Over the past few years, several methods for percutaneous tumour destruction have been developed [8, 9]. Out of these, radiofrequency ablation (RFA) is the one that has attracted greatest interest and popularity and, presently, it is the most widely employed liver-directed treatment of early-stage non-surgical HCC [10, 11]. Indeed, there has been a drastic shift from standard percutaneous treatments, such as Percutaneous Ethanol Injection (PEI), to RFA since the introduction of the latter in clinical practice [12].

Yet, to date, little is known of the efficacy and safety of percutaneous RFA versus that of other conventional minimally invasive loco-regional therapies [1215], and the advantages of RFA versus PEI in terms of cardinal outcomes, such as survival, have not been demonstrated [1, 13, 14].

Accordingly, based on a systematic review and meta-analysis of the literature, this study sought to assess existing evidence about the efficacy and safety of percutaneous RFA versus that of PEI in the management of HCC.


A review of the literature was conducted in PubMed, ISI Web of Science and The Cochrane Library from January 1990 to August 2008, using the following terms: "carcinoma, hepatocellular" [MeSH Terms], "radiofrequency catheter ablation" [MeSH Terms], "ethanol injection" [Text Word] and "controlled trial" [Publication Type]. Similarly, a manual search of the relevant references was made and experts were contacted in order to identify published studies [15]. Conversely, we did not attempt to contact companies producing RFA equipment.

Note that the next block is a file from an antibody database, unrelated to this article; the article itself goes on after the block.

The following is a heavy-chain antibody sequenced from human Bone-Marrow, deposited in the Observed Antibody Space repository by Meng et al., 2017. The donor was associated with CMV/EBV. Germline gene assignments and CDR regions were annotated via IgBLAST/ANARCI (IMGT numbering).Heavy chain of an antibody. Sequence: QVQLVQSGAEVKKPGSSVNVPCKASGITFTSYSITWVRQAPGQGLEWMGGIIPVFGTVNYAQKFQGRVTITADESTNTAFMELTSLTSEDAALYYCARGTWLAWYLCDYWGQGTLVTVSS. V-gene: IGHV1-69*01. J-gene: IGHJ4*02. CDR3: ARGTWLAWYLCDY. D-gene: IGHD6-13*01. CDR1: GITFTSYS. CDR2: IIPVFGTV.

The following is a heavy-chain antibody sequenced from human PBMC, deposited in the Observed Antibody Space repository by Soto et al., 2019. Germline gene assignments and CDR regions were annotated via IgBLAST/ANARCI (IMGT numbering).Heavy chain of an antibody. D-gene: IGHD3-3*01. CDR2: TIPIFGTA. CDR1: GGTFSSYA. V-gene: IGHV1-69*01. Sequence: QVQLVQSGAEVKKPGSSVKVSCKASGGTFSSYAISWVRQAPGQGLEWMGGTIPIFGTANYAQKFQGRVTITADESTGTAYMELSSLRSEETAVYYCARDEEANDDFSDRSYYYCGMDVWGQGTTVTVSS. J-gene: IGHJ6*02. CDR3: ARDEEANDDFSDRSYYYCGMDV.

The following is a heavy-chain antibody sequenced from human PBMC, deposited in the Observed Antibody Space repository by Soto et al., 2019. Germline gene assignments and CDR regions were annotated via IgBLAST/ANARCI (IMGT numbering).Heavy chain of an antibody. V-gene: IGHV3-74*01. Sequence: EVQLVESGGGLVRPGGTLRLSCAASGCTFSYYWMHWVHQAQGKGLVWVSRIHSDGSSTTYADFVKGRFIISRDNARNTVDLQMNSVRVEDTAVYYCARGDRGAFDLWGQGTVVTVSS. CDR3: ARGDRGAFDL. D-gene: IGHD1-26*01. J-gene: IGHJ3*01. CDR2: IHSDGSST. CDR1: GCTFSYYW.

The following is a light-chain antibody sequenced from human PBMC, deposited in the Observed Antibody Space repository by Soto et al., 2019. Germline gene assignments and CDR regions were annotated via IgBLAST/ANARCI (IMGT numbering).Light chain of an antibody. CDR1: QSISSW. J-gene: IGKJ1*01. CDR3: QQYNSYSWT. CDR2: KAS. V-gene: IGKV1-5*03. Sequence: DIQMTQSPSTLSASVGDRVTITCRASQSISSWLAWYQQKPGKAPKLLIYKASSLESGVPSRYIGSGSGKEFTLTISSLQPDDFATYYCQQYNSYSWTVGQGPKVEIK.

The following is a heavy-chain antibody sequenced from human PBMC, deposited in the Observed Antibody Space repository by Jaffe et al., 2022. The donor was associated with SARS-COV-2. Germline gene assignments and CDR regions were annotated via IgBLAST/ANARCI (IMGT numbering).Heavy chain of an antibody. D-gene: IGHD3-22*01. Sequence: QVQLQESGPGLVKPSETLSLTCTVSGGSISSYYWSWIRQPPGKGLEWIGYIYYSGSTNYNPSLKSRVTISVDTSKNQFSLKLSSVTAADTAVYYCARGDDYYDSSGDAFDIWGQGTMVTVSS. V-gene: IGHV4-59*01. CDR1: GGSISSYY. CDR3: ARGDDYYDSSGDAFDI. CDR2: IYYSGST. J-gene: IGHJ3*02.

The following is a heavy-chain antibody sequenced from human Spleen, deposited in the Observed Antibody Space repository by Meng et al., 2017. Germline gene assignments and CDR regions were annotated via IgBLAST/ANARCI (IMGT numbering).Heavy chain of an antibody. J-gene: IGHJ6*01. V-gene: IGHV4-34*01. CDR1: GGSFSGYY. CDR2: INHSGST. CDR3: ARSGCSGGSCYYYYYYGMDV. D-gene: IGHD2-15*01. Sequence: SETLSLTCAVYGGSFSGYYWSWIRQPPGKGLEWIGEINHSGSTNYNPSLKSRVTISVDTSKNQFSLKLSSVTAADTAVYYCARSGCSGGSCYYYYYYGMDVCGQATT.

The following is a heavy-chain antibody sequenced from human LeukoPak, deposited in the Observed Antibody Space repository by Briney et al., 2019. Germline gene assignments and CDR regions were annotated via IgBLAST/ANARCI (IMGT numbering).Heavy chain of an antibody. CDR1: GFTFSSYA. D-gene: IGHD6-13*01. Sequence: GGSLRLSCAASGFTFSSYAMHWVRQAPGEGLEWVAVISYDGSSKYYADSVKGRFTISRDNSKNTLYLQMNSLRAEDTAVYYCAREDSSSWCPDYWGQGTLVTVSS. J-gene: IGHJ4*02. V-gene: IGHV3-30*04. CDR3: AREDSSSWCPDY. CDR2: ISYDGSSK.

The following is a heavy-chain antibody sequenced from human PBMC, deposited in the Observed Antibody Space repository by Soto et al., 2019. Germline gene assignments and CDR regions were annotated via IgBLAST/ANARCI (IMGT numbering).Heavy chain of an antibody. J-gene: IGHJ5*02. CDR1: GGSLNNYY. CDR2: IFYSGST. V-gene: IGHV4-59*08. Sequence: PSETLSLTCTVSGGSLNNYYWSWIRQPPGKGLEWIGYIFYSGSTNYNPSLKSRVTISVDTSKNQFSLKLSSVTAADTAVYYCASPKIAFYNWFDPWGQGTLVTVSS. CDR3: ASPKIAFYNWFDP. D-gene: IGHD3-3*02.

Inclusion criteria

Sackett's criteria [16], duly amended, were applied as follows: 1) population: randomised or quasi-randomised controlled studies conducted on more than 10 adults with formal diagnosis of HCC; 2) intervention: percutaneous RFA; 3) comparator: PEI; 4) results: studies were required to describe data related to at least one of the following primary variables of efficacy and safety, namely, overall survival, local recurrence rate and adverse effects. Other variables such as disease-free survival, complete tumour response and use of health-care resources were considered as secondary outcomes.

Since this study's aim was to identify existing evidence on the efficacy and safety of RFA versus PEI in the treatment of HCC, no limitations based on duration of follow-up period were established [15, 17].

Selection of studies

The selected studies were examined by two independent reviewers, with any disagreements being settled by discussion of the respective study data.

Data extraction

Original data were extracted on a standard form that included: a) details of the study design, inclusion/exclusion criteria and duration of follow-up; b) information on the study population; c) information on the intervention and comparator; and lastly, d) information on the outcome measures of efficacy and safety.

Analysis of methodological quality and scientific evidence

This was conducted in accordance with validated recommendations [18].

Data analysis and synthesis of results